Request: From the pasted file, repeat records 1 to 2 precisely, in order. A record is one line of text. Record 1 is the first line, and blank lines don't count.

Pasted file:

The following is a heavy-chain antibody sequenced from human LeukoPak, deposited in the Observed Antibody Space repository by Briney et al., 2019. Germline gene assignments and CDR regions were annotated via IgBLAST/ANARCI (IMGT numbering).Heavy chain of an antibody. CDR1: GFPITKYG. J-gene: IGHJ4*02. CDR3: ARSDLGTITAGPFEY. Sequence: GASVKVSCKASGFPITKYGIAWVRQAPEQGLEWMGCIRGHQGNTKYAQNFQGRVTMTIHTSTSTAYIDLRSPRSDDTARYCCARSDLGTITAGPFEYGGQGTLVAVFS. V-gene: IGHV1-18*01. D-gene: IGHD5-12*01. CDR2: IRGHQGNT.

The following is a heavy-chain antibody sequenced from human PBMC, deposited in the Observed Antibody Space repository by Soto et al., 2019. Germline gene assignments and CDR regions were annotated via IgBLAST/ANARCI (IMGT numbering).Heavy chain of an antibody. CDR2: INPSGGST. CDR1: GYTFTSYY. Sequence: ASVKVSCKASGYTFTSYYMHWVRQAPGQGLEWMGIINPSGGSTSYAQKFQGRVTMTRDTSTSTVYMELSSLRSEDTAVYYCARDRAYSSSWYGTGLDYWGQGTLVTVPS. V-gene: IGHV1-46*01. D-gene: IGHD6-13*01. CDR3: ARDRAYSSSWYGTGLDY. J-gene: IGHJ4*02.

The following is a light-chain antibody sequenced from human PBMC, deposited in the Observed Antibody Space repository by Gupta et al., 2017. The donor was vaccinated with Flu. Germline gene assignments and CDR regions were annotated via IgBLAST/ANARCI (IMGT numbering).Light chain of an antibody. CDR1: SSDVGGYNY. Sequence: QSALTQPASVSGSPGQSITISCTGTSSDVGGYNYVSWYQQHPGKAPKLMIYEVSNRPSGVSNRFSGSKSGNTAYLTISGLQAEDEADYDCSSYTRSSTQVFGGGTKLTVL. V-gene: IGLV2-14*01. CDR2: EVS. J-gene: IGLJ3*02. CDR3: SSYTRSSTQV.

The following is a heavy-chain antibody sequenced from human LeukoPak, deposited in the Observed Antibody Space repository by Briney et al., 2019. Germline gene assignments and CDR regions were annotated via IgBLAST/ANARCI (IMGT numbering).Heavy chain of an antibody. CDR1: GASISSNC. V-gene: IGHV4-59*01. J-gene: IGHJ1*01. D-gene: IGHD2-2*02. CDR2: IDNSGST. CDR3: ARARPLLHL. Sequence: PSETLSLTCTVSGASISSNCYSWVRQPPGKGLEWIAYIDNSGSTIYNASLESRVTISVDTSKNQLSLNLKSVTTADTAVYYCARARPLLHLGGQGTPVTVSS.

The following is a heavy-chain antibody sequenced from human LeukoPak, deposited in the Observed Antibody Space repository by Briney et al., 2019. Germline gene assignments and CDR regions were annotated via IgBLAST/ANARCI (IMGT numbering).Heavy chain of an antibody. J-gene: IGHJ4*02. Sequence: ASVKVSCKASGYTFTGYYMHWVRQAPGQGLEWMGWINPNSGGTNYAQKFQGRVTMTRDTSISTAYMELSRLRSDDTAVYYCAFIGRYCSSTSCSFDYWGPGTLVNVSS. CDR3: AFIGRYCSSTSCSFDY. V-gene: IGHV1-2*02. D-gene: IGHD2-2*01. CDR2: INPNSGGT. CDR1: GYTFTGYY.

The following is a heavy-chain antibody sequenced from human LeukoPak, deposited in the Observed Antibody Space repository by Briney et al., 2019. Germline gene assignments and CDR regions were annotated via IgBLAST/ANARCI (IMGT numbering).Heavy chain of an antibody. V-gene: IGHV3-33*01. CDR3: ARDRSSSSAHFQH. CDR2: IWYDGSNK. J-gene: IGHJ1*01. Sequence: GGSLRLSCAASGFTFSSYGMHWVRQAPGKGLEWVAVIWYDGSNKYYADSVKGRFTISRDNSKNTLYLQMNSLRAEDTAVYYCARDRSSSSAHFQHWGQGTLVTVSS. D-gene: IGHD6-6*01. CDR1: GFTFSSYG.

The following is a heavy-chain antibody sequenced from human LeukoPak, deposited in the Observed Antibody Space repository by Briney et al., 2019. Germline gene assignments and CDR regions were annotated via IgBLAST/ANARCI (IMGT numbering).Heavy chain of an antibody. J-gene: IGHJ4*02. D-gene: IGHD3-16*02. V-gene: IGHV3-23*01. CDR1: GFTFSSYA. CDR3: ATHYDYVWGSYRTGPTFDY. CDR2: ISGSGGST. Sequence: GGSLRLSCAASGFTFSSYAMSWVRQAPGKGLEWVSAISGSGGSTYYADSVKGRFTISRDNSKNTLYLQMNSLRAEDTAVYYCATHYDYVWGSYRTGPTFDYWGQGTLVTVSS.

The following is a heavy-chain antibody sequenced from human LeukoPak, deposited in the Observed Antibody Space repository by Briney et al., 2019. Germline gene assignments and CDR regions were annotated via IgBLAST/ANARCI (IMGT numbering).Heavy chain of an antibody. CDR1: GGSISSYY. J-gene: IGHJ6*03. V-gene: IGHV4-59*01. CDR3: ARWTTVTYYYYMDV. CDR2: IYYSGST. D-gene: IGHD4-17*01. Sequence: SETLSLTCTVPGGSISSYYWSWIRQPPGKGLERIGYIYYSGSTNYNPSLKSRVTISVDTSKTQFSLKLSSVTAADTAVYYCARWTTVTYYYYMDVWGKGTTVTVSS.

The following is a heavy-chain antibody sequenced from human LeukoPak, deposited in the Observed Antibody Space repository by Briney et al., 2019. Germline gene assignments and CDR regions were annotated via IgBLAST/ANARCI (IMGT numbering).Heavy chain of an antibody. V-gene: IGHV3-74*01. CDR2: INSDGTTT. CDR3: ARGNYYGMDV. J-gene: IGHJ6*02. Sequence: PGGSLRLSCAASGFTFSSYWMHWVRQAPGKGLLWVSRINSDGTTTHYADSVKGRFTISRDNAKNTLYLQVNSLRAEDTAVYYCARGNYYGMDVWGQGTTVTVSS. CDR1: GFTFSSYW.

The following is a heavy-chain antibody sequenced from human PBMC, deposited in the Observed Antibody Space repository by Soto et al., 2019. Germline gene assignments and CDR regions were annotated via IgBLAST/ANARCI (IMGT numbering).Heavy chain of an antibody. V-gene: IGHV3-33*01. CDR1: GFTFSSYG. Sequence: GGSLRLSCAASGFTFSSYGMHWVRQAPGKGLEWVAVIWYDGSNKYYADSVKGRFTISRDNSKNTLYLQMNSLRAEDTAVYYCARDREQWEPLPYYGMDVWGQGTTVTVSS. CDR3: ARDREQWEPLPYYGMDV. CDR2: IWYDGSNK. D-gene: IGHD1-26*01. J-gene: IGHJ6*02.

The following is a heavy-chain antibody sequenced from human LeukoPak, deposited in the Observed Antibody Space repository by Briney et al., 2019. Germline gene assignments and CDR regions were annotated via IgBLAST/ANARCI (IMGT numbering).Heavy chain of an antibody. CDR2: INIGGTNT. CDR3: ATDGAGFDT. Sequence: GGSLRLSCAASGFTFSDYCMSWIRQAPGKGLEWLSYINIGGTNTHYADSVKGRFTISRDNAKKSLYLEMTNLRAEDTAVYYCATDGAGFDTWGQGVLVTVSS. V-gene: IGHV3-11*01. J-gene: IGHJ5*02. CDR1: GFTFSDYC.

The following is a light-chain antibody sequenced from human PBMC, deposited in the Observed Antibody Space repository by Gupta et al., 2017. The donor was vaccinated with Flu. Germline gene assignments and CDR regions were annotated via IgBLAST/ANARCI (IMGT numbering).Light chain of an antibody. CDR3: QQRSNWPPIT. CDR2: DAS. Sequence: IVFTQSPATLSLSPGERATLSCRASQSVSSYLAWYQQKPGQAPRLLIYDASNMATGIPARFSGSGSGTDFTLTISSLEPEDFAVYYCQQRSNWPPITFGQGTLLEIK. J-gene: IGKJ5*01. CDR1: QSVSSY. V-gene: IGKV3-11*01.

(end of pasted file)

The following is a heavy-chain antibody sequenced from human LeukoPak, deposited in the Observed Antibody Space repository by Briney et al., 2019. Germline gene assignments and CDR regions were annotated via IgBLAST/ANARCI (IMGT numbering).Heavy chain of an antibody. CDR1: GFPITKYG. J-gene: IGHJ4*02. CDR3: ARSDLGTITAGPFEY. Sequence: GASVKVSCKASGFPITKYGIAWVRQAPEQGLEWMGCIRGHQGNTKYAQNFQGRVTMTIHTSTSTAYIDLRSPRSDDTARYCCARSDLGTITAGPFEYGGQGTLVAVFS. V-gene: IGHV1-18*01. D-gene: IGHD5-12*01. CDR2: IRGHQGNT.

The following is a heavy-chain antibody sequenced from human PBMC, deposited in the Observed Antibody Space repository by Soto et al., 2019. Germline gene assignments and CDR regions were annotated via IgBLAST/ANARCI (IMGT numbering).Heavy chain of an antibody. CDR2: INPSGGST. CDR1: GYTFTSYY. Sequence: ASVKVSCKASGYTFTSYYMHWVRQAPGQGLEWMGIINPSGGSTSYAQKFQGRVTMTRDTSTSTVYMELSSLRSEDTAVYYCARDRAYSSSWYGTGLDYWGQGTLVTVPS. V-gene: IGHV1-46*01. D-gene: IGHD6-13*01. CDR3: ARDRAYSSSWYGTGLDY. J-gene: IGHJ4*02.